How much does it cost to license Microsoft’s latest and greatest mobile OS? A fair bit it seems. While numbers have been bandied around before, this is the first time a per-handset figure was to an internal employee — this time, the portfolio manager for ZTE UK, no less. Pegged at $27 per ZTE smartphone, TrustedReviews managed to get those licensing beans spilled at the glitzy London launch of the company’s first Windows Phone, the ZTE Tania. The fee flies in the face of open-source Android, which requires no price to install on handsets. Microsoft, however, is still keeping an eye on its Google rival, collecting patent licensing fees from several major phone manufacturers. ZTE hasn’t yet commented on the figure.

ZTE pays Microsoft around $27 for each Windows Phone made originally appeared on Engadget on Thu, 19 Jan 2012 19:23:00 EDT. Please see our terms for use of feeds.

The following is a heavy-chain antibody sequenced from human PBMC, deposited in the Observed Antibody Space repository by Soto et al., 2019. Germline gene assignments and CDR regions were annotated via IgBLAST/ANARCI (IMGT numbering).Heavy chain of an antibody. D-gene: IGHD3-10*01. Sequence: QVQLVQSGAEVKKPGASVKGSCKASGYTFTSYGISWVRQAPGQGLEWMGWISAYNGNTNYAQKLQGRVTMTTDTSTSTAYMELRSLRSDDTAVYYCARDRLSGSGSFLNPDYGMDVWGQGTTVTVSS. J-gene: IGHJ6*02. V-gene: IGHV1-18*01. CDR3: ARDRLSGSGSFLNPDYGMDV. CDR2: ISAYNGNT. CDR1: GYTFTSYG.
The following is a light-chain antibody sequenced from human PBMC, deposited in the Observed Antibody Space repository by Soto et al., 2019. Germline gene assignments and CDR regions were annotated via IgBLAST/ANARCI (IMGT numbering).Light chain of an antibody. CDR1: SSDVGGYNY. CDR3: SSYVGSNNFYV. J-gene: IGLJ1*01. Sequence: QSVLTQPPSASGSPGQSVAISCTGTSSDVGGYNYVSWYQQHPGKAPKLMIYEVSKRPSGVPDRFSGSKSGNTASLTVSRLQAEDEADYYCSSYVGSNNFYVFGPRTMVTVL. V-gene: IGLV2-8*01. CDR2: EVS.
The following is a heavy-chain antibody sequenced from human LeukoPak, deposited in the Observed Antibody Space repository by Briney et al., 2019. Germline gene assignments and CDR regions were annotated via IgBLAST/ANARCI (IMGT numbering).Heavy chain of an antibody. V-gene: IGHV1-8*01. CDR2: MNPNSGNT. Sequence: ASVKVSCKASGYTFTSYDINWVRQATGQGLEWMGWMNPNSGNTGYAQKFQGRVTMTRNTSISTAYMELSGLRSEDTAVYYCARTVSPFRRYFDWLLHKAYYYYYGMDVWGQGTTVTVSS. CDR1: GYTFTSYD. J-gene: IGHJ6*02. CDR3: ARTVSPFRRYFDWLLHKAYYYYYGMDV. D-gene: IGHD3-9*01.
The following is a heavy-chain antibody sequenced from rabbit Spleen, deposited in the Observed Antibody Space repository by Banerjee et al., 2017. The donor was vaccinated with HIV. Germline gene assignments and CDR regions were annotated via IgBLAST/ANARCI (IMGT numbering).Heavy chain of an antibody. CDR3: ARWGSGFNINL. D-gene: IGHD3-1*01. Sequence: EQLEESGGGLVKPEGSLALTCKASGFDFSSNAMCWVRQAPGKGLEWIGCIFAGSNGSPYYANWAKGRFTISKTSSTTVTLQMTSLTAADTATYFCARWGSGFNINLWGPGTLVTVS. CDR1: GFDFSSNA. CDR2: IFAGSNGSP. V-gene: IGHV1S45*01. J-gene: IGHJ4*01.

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Thursday, January 19th, 2012 news No Comments

There’s Only One Way To Make A Ton Of Money And Be Happy Selling Your Start Up

Source: http://www.businessinsider.com/theres-only-one-way-to-male-a-ton-of-money-selling-your-start-up-2012-1


Venture Capital Ad

There is a common belief that venture capital has become a necessity to get start-ups off the ground.

The seemingly endless flow of funds is very appealing to the up-and-coming company looking to sling-shot themselves to instant growth.

While VC funding can give an important vote of confidence and is absolutely necessary for large infrastructure projects, there’s another side to VC funding— it can actually become a huge hindrance. As I’ve discussed before, skipping venture capital can leave your company with the freedom to grow in a sustainable way, creating more value for all stakeholders.